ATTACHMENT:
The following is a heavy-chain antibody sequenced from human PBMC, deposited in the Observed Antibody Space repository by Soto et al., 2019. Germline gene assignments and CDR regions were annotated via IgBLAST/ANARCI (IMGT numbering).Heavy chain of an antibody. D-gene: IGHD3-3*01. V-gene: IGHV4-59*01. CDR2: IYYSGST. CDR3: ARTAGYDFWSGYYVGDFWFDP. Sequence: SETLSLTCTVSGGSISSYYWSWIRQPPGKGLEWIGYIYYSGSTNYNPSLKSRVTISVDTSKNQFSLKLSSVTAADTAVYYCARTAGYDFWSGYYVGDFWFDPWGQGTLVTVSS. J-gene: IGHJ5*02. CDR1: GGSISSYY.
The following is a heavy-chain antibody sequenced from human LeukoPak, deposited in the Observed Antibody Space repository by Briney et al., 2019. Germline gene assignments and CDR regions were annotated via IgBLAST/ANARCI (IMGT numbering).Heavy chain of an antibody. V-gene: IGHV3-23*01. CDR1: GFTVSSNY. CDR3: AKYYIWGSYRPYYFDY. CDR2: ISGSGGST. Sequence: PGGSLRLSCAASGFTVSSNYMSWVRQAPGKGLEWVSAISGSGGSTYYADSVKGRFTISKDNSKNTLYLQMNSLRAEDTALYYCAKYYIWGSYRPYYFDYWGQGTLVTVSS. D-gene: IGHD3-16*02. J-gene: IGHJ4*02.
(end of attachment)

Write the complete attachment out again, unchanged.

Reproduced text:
The following is a heavy-chain antibody sequenced from human PBMC, deposited in the Observed Antibody Space repository by Soto et al., 2019. Germline gene assignments and CDR regions were annotated via IgBLAST/ANARCI (IMGT numbering).Heavy chain of an antibody. D-gene: IGHD3-3*01. V-gene: IGHV4-59*01. CDR2: IYYSGST. CDR3: ARTAGYDFWSGYYVGDFWFDP. Sequence: SETLSLTCTVSGGSISSYYWSWIRQPPGKGLEWIGYIYYSGSTNYNPSLKSRVTISVDTSKNQFSLKLSSVTAADTAVYYCARTAGYDFWSGYYVGDFWFDPWGQGTLVTVSS. J-gene: IGHJ5*02. CDR1: GGSISSYY.
The following is a heavy-chain antibody sequenced from human LeukoPak, deposited in the Observed Antibody Space repository by Briney et al., 2019. Germline gene assignments and CDR regions were annotated via IgBLAST/ANARCI (IMGT numbering).Heavy chain of an antibody. V-gene: IGHV3-23*01. CDR1: GFTVSSNY. CDR3: AKYYIWGSYRPYYFDY. CDR2: ISGSGGST. Sequence: PGGSLRLSCAASGFTVSSNYMSWVRQAPGKGLEWVSAISGSGGSTYYADSVKGRFTISKDNSKNTLYLQMNSLRAEDTALYYCAKYYIWGSYRPYYFDYWGQGTLVTVSS. D-gene: IGHD3-16*02. J-gene: IGHJ4*02.